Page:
Environmental 131I contamination from atmospheric nuclear bomb tests conducted at the NTS from 1951 to 1958 exposed Americans nationwide to a cumulative average dose of 1 to 4 rad to the thyroid gland. By comparison, 10 years of exposure to natural background sources of thyroid radiation results in a cumulative dose of 1 rad. Americans living in certain high-deposition areas received an average cumulative thyroid dose of as much as 16 rad. Individual dose rates vary considerably as a function of age at the time of exposure, site of residence, and dietary habits with respect to milk consumption. The individual cumulative thyroid dose for persons born between 1945 and 1958 may be significantly higher than the reported averages for their locale. The NCI report contains voluminous data tables permitting detailed calculations of individual dose. Additionally, color-coded dose maps allow one to approximate individual dose conveniently. Translation of cumulative thyroid dose attributable to 131I to predictions of increased rates of thyroid cancer appears problematic and is the subject of further study. In contrast to studies of patients receiving external thyroid irradiation, existing studies of patients treated with 131I for diagnostic and therapeutic medical purposes do not document increased rates of thyroid cancer. An Institute of Medicine task force is expected to issue a report on this subject in September 1998. This review also briefly summarizes the evaluation, diagnosis, and treatment of patients with papillary and follicular thyroid cancers. Data from 53,856 patients with thyroid cancer accessioned to the NCDB from 1985 to 1995 document extremely high survival rates for patients in the United States with papillary and follicular thyroid cancer.
Scintigraphy with 131I-MIBG has located most pheochromocytomas. The detected tumors have been intra-adrenal, extra-adrenal, malignant, and familial in type. The method is safe, but requires images taken over three days to attain optimal results. Because of its ability to screen all sites where primary pheochromocytomas may reside, scintigraphy should be employed as the initial procedure in the search for these tumors. It may be the only technique that will locate extra-adrenal pheochromocytomas. The rate of false-negative results is about 10 percent; therefore, other techniques such as computed tomography will be necessary to help find the few elusive pheochromocytomas.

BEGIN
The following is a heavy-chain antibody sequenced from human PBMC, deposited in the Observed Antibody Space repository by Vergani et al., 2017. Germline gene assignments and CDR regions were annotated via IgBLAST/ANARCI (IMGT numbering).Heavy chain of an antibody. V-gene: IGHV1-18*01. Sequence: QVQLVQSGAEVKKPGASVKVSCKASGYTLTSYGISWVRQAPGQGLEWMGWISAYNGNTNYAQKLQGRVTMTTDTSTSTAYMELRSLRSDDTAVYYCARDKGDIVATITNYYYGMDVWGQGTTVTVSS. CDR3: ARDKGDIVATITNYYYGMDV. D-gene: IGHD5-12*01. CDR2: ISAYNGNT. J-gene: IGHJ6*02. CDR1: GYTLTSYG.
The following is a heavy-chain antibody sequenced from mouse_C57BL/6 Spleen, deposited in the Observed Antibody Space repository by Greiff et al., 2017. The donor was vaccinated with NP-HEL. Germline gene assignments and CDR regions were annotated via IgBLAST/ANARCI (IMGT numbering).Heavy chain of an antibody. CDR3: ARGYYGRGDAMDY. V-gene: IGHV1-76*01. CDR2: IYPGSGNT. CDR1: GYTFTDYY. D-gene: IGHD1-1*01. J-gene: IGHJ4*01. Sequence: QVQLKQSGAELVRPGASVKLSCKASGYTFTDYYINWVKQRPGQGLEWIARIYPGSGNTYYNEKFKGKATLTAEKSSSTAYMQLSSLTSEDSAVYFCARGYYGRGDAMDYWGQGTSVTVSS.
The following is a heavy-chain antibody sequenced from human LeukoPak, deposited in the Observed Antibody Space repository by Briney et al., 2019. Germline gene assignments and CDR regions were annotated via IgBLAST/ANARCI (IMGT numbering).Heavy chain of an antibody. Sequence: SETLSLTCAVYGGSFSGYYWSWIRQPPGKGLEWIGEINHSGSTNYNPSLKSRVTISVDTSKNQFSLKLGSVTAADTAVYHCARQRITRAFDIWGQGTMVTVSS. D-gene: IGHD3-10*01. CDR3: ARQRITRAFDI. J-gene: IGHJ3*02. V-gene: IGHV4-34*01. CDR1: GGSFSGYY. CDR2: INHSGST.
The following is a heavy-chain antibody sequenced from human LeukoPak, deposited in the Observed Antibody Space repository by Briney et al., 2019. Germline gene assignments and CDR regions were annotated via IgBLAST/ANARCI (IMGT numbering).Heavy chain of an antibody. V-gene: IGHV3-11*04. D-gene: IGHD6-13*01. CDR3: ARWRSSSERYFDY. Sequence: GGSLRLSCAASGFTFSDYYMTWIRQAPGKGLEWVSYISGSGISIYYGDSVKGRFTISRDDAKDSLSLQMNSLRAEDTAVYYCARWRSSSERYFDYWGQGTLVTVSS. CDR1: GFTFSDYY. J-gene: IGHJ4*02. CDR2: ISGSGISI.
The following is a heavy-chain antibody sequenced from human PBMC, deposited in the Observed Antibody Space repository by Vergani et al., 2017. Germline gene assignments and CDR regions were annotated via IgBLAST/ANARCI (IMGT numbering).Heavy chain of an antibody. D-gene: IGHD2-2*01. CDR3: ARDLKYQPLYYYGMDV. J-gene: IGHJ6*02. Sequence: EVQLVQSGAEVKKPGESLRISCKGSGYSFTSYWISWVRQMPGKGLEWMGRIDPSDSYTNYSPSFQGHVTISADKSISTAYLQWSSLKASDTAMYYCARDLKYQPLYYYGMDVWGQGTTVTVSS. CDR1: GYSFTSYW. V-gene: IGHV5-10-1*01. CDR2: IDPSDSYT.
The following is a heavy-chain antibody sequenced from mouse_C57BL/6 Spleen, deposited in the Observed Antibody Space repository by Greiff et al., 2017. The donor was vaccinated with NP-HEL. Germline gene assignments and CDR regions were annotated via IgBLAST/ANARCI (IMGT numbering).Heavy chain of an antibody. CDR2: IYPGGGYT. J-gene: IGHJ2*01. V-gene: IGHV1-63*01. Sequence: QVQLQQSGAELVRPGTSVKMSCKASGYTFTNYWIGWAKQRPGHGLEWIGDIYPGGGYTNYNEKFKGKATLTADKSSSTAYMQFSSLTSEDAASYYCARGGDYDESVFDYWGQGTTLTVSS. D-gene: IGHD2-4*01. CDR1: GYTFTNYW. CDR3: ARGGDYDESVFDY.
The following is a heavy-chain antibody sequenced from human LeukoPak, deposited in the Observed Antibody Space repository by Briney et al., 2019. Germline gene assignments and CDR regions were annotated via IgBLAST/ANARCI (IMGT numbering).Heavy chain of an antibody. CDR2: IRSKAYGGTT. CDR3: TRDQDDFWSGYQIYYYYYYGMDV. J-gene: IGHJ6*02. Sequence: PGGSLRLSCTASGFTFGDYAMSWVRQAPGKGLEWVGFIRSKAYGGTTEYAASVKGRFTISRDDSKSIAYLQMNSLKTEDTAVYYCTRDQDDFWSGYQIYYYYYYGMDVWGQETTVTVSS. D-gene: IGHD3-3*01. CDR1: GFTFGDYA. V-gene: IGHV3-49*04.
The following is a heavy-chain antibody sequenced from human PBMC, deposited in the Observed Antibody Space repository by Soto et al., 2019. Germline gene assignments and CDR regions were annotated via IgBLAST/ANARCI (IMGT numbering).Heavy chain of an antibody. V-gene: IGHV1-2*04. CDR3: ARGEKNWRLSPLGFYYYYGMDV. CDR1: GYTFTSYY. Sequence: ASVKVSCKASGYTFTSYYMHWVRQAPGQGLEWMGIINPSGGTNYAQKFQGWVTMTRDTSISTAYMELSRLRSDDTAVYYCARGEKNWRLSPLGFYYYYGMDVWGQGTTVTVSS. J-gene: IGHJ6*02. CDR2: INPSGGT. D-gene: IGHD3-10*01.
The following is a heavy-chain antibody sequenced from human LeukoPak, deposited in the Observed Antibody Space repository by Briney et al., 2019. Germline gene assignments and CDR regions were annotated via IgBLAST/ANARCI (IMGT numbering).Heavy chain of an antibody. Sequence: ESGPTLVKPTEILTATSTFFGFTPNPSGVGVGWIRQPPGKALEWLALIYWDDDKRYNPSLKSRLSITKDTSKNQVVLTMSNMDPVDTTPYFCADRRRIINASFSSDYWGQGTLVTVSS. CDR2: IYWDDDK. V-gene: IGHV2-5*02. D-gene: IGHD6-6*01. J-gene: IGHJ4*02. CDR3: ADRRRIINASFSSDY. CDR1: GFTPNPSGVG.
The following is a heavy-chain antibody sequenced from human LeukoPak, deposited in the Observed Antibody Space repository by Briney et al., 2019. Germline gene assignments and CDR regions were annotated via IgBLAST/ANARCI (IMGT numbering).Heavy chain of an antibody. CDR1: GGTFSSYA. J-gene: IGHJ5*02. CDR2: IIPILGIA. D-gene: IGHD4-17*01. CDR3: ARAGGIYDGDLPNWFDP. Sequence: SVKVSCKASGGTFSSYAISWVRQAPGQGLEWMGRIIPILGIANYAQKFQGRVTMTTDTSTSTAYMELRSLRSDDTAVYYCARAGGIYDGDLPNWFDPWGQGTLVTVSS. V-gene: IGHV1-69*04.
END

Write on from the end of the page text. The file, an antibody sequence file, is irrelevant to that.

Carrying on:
Information was gathered on the smoking habits of 187,783 white men between the ages of 50 and 69 between January 1 and May 31, 1952. The men were subsequently traced through October 31, 1955. 11,870 men died during this period. The total experience covered 667,753 man years. For microscopically proved cases of cancer and for the total cases reported as cancer it was found that the death rates were higher among regular cigarette smokers than among men who never smoked, that the mortality ratio increased with the number of cigarettes smoked each day, and that the death rates were higher among pipe and cigar smokers than among men who never smoked. 7316 deaths occurred among regular cigarette smokers; this was an excess of 2665 over the 4651 deaths that would have occurred had the age-specific death rates for smokers been equal to that for nonsmokers. Coronary disease accounted for 52.1% of the excess; lung cancer accounted for 13.5% of the excess; and cancer of other sites accounted for 13.5% of the excess. An extremely high association between cigarette smoking and death rates for men with lung cancer was found in both rural areas and large cities. Only 338 deaths were ascribed to pulmonary diseases other than lung cancer. Only 1120 (9.4%) of the 11,870 deaths were attributed to diseases other than cancer, cardiac, circulatory, and pulmonary diseases and accidents, violence, and suicide. Only 3 of the specific disease entities - gastric and duodenal ulcers and cirrhosis of the liver - showed a statistically significant degree of association with smoking habits. The most important finding of this study was the high degree of association between cigarette smoking and the total death rate.